2015年11月14日 星期六

aver, outrageously, avert, Bake-Off, cock-and-bull story, tall tale



Barack Obama calls Paris attacks an attack on all of humanity.





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Source: Edith Wharton: « Ethan Frome » Chapter VI
Denis's commercial instinct compelled him to aver on oath that what Eady's store could not produce would never be found at the widow Homan's; but Ethan, heedless of this boast, had already climbed to the sledge and was driving on to the rival establishment. 


Source: Jules Verne: « 20,000 Leagues Under The Sea » Chapter XIV.-The South Pole
I directed our steps towards a vast bay cut in the steep granite shore. There, I can aver that earth and ice were lost to sight by the numbers of sea-mammals covering them, and I involuntarily sought for old Proteus, the mythological shepherd who watched these immense flocks of Neptune. 


Source: George Eliot: « Middlemarch » Chapter XVIII
Will any member of the committee aver that he would have entertained the idea of displacing the gentleman who has always discharged the function of chaplain here, if it had not been suggested to him by parties whose disposition it is to regard every institution of this town as a machinery for carrying out their own views?




As the semi-final of The Great British Bake Off has come to an end here’s a selection of some of our favourite outrageously decorated cakes readers have sent in to GuardianWitness.
If you’d like to share yours you can still do so by clicking on the link below.
It’s the semi-final of The Great British Bake Off and to celebrate the series so far here’s a selection of some of our favourite outrageously decorated cakes you’ve sent in. If you’d like to share yours with us you can still do so...
THEGUARDIAN.COM|由 GUARDIAN READERS 上傳



Obama to Wall St.: ‘Join Us, Instead of Fighting Us’
By PETER BAKER and DAVID M. HERSZENHORN
President Obama challenged some of the nation’s most influential bankers to embrace a new regulatory structure meant to avert another crisis.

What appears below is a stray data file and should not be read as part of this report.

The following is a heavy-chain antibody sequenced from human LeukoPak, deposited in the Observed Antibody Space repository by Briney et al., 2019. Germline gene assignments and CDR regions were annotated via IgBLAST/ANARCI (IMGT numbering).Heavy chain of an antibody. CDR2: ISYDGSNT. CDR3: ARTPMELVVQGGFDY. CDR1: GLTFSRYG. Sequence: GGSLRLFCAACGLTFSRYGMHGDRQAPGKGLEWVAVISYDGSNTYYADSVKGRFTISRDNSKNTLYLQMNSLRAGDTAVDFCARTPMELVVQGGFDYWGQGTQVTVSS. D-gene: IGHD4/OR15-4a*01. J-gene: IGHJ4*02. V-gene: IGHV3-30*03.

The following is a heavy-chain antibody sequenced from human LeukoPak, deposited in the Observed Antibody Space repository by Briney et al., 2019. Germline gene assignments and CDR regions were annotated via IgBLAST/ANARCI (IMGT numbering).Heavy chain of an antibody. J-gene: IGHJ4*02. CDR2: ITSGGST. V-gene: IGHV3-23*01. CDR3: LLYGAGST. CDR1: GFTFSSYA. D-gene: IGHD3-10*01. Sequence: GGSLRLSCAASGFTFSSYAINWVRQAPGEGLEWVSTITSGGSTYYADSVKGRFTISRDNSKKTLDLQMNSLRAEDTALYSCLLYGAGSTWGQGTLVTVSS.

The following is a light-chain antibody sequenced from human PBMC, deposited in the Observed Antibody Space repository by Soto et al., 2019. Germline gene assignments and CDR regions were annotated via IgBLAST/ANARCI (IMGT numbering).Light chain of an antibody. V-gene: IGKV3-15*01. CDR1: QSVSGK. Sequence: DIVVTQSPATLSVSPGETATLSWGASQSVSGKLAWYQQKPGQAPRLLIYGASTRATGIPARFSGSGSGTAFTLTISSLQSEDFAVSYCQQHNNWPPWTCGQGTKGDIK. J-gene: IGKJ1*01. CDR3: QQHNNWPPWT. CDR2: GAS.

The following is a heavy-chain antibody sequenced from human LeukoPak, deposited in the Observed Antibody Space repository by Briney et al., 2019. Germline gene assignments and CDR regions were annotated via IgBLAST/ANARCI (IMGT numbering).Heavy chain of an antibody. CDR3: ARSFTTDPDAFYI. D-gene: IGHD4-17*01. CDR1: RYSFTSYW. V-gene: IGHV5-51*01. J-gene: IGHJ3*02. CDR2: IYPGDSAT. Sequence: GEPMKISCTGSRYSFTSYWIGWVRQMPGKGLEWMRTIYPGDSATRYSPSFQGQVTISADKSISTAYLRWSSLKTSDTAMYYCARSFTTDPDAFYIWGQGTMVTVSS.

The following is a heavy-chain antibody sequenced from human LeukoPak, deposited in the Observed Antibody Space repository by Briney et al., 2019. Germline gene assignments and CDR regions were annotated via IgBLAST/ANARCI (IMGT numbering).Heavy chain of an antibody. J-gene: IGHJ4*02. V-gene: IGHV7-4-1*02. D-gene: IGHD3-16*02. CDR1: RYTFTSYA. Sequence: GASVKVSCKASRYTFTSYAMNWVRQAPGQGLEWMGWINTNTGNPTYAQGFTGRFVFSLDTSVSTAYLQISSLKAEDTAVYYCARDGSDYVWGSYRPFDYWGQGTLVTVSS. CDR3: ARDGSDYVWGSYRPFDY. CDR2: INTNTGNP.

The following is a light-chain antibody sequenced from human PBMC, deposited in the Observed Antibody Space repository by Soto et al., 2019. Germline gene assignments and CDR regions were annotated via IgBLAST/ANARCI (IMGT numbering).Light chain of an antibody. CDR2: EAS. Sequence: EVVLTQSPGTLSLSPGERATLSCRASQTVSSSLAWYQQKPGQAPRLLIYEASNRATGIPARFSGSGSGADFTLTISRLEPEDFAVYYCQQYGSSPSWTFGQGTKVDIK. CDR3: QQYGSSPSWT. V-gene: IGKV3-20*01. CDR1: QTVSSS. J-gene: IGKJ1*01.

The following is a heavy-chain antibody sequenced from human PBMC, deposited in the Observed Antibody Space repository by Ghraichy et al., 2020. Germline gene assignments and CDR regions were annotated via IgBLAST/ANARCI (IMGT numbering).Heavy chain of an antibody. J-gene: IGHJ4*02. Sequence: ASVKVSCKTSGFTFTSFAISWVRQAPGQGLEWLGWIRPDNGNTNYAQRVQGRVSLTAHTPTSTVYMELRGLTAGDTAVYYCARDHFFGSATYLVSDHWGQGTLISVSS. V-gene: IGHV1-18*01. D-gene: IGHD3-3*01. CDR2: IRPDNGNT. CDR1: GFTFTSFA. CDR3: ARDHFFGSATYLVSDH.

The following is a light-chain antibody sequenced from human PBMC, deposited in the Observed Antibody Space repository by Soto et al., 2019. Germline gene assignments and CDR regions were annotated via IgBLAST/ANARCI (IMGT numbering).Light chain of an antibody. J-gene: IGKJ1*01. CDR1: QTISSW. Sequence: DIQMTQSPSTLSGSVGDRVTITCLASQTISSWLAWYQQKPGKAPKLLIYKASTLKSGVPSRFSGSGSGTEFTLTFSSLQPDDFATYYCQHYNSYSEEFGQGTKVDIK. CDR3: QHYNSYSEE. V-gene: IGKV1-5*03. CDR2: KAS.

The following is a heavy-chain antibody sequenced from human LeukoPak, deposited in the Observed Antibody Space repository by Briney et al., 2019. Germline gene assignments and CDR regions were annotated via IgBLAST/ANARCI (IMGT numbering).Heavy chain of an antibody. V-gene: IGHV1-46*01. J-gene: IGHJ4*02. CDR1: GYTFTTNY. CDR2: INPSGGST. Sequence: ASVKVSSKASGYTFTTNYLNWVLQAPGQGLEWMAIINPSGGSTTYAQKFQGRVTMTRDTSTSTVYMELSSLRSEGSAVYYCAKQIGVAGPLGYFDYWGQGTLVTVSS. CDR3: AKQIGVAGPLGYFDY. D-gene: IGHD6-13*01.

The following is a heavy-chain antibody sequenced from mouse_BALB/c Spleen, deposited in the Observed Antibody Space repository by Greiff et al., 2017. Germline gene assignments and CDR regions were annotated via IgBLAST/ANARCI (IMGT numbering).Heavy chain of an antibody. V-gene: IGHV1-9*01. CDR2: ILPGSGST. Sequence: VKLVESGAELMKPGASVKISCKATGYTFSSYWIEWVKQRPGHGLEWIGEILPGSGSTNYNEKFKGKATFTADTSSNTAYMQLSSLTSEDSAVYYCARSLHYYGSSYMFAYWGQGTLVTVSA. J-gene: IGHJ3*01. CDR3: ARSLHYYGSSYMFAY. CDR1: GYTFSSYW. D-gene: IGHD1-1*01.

Yes, the New York Times reminds us, that is "the same business unit that brought the company to the brink of collapse last year". Or, as the Los Angeles Times puts it, the division that "created trillions of dollars in murky financial obligations," leading to government fears that "the entire financial system might collapse." A commenter on the NYT's website sums it up well: "This is so outrageous it is almost humorous."





Truth to tell, many of Marco Polo's tales of treasure were just that—tales. Tall tales. Readers who persevere in Polo's often confusing, disjointed text will encounter preposterous supernatural events and an astonishing bestiary, including men with the features of dogs.



outrage Show phonetics
verb [T]
(especially of an unfair action or statement) to cause someone to feel very angry, shocked or upset:
Local people were outraged at the bombing.
A proposed 5% pay cut has outraged staff at the warehouse.

outraged Show phonetics
adjective
feeling outrage:
Many outraged viewers wrote to the BBC to complain.

outrage Show phonetics
noun
1 [U] a feeling of anger and shock:
These murders have provoked outrage across the country.
Many politicians and members of the public expressed outrage at the verdict.

2 [C] a shocking, morally unacceptable and usually violent action:
The bomb, which killed 15 people, was the worst of a series of terrorist outrages.
[+ that] It's an outrage (= it is shocking and morally unacceptable) that so much public money should have been wasted in this way.

outrageous Show phonetics
adjective
1 shocking and morally unacceptable:
The judge criticized the "outrageous greed" of some of the lawyers.
[+ that] It is outrageous that these buildings remain empty while thousands of people have no homes.
These prices are just outrageous (= much too high).

2 describes something or someone that is shocking because they are unusual or strange:
outrageous clothes/behaviour
an outrageous character

outrageously Show phonetics
adverb
outrageously high prices


cock-and-bull story

(kŏk'ən-bʊl'pronunciation
n.
An absurd or highly improbable tale passed off as being true.

Idioms: cock and bull story
An unbelievable tale that is intended to deceive; a tall tale. For example, Jack told us some cock and bull story about getting lost.

This expression may come from a folk tale involving these two animals, or from the name of an English inn where travelers told such tales.

W.S. Gilbert used it in The Yeomen of the Guard (1888), where Jack Point and Wilfred the Jailer make up a story about the hero's fictitious death: "Tell a tale of cock and bull, Of convincing detail full." [c. 1600]


A cock and bull story

Meaning
A fanciful and unbelievable tale.
Origin
The cock and bullIt is widely reported that this phrase originated at Stony Stratford ("The Jewel of Milton Keynes"), Buckinghamshire, England. Visitors to Milton Keynes might feel the bar for 'jewel' status is set rather low in that region, although Stony Stratford is indeed a rather pleasant market town.